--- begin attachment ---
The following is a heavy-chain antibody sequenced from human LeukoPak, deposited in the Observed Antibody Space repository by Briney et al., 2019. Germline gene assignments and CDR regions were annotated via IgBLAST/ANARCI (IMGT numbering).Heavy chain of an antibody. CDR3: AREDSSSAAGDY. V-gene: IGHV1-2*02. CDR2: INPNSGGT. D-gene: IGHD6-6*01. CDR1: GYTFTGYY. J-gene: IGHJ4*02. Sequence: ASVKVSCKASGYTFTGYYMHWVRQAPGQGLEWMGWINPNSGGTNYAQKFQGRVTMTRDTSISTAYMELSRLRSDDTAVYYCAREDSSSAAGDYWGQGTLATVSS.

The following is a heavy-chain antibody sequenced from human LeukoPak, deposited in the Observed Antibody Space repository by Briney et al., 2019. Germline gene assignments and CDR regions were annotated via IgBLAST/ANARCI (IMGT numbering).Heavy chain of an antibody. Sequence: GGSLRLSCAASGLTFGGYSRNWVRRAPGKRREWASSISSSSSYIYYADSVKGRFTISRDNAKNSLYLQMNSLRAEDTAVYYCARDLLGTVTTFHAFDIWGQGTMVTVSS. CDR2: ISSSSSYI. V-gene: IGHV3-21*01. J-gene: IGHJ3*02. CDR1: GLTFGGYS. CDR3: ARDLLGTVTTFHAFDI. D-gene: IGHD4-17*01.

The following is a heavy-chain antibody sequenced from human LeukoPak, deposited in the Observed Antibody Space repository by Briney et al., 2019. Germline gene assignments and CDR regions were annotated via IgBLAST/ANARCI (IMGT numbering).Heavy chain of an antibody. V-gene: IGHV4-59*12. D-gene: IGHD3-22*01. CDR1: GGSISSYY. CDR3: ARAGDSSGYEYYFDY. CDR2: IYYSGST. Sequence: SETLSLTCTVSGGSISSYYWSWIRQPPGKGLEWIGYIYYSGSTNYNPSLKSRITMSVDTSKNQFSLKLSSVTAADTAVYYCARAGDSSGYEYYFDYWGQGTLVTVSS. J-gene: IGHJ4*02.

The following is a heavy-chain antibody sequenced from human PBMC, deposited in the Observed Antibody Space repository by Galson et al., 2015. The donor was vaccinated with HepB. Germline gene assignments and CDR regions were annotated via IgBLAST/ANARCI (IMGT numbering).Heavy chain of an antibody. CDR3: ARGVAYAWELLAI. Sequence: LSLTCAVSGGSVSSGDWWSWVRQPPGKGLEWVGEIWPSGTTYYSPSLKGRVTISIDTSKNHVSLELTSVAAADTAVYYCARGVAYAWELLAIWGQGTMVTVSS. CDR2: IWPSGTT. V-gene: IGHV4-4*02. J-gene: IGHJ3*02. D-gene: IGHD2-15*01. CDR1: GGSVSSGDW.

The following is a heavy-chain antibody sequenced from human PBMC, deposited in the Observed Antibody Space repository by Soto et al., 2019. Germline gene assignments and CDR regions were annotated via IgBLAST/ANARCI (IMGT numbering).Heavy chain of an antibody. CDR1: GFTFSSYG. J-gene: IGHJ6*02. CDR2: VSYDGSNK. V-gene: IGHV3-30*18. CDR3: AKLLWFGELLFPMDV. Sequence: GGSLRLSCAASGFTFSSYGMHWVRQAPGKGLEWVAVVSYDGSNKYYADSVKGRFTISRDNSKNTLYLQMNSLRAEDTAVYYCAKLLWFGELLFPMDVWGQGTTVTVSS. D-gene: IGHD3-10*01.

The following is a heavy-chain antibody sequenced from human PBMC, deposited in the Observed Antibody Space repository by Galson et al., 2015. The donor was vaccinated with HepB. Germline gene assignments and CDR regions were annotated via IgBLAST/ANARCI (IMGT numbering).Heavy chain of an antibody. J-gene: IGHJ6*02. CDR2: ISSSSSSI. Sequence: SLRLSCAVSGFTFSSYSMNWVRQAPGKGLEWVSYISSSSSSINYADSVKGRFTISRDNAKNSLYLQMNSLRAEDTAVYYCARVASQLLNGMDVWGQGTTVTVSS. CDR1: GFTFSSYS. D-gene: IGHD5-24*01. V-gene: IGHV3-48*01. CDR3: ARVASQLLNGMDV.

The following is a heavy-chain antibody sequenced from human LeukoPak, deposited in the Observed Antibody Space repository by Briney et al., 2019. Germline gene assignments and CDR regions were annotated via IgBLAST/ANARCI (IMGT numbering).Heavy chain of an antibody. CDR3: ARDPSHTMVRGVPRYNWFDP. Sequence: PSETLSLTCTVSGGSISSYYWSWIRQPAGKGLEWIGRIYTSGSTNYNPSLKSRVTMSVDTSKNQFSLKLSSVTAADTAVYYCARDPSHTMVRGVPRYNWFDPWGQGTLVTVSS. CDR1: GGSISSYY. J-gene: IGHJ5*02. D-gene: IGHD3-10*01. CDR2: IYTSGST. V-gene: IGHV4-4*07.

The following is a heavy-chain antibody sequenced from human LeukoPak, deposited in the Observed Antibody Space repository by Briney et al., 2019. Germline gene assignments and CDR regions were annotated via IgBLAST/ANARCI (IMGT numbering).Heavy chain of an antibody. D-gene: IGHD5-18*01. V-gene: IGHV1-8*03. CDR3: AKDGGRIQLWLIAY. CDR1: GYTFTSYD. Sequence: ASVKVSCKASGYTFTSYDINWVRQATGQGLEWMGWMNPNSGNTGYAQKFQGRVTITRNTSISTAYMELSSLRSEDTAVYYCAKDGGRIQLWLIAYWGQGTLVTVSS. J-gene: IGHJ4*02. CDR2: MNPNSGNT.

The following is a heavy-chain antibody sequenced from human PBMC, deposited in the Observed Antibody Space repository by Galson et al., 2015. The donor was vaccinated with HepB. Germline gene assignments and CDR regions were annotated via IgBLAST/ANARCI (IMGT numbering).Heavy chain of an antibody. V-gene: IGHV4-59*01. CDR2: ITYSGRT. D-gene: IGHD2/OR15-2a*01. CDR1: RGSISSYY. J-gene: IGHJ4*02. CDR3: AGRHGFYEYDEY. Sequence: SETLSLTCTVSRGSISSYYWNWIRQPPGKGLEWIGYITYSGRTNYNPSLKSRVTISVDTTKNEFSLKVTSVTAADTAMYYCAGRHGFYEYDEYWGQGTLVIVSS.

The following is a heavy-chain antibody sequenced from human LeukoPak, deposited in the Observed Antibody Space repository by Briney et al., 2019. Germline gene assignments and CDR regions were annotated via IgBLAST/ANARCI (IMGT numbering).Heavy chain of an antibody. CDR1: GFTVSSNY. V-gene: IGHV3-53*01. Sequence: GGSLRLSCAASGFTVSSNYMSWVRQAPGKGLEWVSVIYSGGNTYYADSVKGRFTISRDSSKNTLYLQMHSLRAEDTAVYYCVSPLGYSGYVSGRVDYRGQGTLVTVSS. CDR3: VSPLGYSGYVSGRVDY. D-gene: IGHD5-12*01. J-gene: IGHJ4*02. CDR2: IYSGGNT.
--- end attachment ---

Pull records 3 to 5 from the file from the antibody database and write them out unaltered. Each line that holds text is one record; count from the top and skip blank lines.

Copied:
The following is a heavy-chain antibody sequenced from human LeukoPak, deposited in the Observed Antibody Space repository by Briney et al., 2019. Germline gene assignments and CDR regions were annotated via IgBLAST/ANARCI (IMGT numbering).Heavy chain of an antibody. V-gene: IGHV4-59*12. D-gene: IGHD3-22*01. CDR1: GGSISSYY. CDR3: ARAGDSSGYEYYFDY. CDR2: IYYSGST. Sequence: SETLSLTCTVSGGSISSYYWSWIRQPPGKGLEWIGYIYYSGSTNYNPSLKSRITMSVDTSKNQFSLKLSSVTAADTAVYYCARAGDSSGYEYYFDYWGQGTLVTVSS. J-gene: IGHJ4*02.

The following is a heavy-chain antibody sequenced from human PBMC, deposited in the Observed Antibody Space repository by Galson et al., 2015. The donor was vaccinated with HepB. Germline gene assignments and CDR regions were annotated via IgBLAST/ANARCI (IMGT numbering).Heavy chain of an antibody. CDR3: ARGVAYAWELLAI. Sequence: LSLTCAVSGGSVSSGDWWSWVRQPPGKGLEWVGEIWPSGTTYYSPSLKGRVTISIDTSKNHVSLELTSVAAADTAVYYCARGVAYAWELLAIWGQGTMVTVSS. CDR2: IWPSGTT. V-gene: IGHV4-4*02. J-gene: IGHJ3*02. D-gene: IGHD2-15*01. CDR1: GGSVSSGDW.

The following is a heavy-chain antibody sequenced from human PBMC, deposited in the Observed Antibody Space repository by Soto et al., 2019. Germline gene assignments and CDR regions were annotated via IgBLAST/ANARCI (IMGT numbering).Heavy chain of an antibody. CDR1: GFTFSSYG. J-gene: IGHJ6*02. CDR2: VSYDGSNK. V-gene: IGHV3-30*18. CDR3: AKLLWFGELLFPMDV. Sequence: GGSLRLSCAASGFTFSSYGMHWVRQAPGKGLEWVAVVSYDGSNKYYADSVKGRFTISRDNSKNTLYLQMNSLRAEDTAVYYCAKLLWFGELLFPMDVWGQGTTVTVSS. D-gene: IGHD3-10*01.